A new study has found that a secret to a happy sex life in long-term relationships is believing that it takes hard work and effort, instead of expecting sexual satisfaction to simply happen.
The study carried out by researchers from the University of Toronto looked at data from 1 900 people who are heterosexuals and those who in same-sex relationships.
Lead author and PhD candidate in the Department of Psychology, Jessica Maxwell said the “sexpectations”, which basically rely on sexual destiny or sexual growth, are so powerful they can either sustain healthy relationships or undermine them.
"People who believe in sexual destiny are using their sex life as a barometer for how well their relationship is doing, and they believe problems in the bedroom equal problems in the relationship as a whole," said Maxwell.
"Whereas people who believe in sexual growth not only believe they can work on their sexual problems, but they are not letting it affect their relationship satisfaction."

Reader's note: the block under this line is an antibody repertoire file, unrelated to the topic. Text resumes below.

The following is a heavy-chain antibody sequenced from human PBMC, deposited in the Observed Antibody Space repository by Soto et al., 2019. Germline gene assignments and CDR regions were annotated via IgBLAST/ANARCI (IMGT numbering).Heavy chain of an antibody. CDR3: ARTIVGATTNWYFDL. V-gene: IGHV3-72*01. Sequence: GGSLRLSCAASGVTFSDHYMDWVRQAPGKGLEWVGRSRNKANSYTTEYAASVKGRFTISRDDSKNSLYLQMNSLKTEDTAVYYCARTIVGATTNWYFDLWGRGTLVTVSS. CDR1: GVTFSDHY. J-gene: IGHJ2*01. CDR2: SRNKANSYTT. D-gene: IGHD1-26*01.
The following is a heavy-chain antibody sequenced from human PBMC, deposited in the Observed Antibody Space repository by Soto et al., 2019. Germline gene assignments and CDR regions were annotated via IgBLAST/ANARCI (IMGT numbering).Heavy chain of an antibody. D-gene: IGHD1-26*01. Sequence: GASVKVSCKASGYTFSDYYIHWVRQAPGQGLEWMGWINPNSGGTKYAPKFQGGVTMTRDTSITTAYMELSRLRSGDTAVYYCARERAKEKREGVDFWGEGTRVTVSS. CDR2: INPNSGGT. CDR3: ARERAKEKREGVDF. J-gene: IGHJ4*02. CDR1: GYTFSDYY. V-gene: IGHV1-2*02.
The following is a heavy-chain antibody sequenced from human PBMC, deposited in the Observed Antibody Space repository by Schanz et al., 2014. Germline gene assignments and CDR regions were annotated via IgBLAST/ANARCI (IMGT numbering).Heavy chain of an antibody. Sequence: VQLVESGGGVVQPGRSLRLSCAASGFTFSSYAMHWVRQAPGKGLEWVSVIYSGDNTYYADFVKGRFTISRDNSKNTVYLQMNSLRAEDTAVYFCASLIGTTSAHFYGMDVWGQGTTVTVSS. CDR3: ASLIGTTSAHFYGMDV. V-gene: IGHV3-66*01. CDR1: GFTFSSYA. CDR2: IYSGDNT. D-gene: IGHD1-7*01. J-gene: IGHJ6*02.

Maxwell said a honeymoon phase can last up to two to three years if the sexual satisfaction is high among both sexual growth and sexual destiny believers.
"We know that disagreements in the sexual domain are somewhat inevitable over time, your sex life is like a garden, and it needs to be watered and nurtured to maintain it."
While the study didn’t really focus on the influence of media on sexual beliefs, pop culture has however conditioned people to accept and understand that other aspects of relationships take work and effort.
To prove this, Maxwell used magazine articles that either emphasized sexual destiny philosophies or advocated the belief that sex takes work and through that she was able to influence their beliefs.
The study also found that while most women consume the ideas of soulmate and romantic destiny stories, they are more likely to believe that sex takes work in long-term relationship.
"I think that this could be because there is some evidence that sexual satisfaction takes more work for women, so they rate higher on the sexual growth scale."
The study found that sexual-growth beliefs may shield the effects of problems in the bedroom, but they won’t help if the problems are too substantial.
The study also found that sexual-destiny believers who believe without a doubt that their partners are their true soulmate may be open to making changes in their sex life for the sake of their partners.
The findings also highlight the importance of counsellors and clinicians in helping couples struggling with sexual satisfaction.
The study is published in the Journal of Personality and Social Psychology.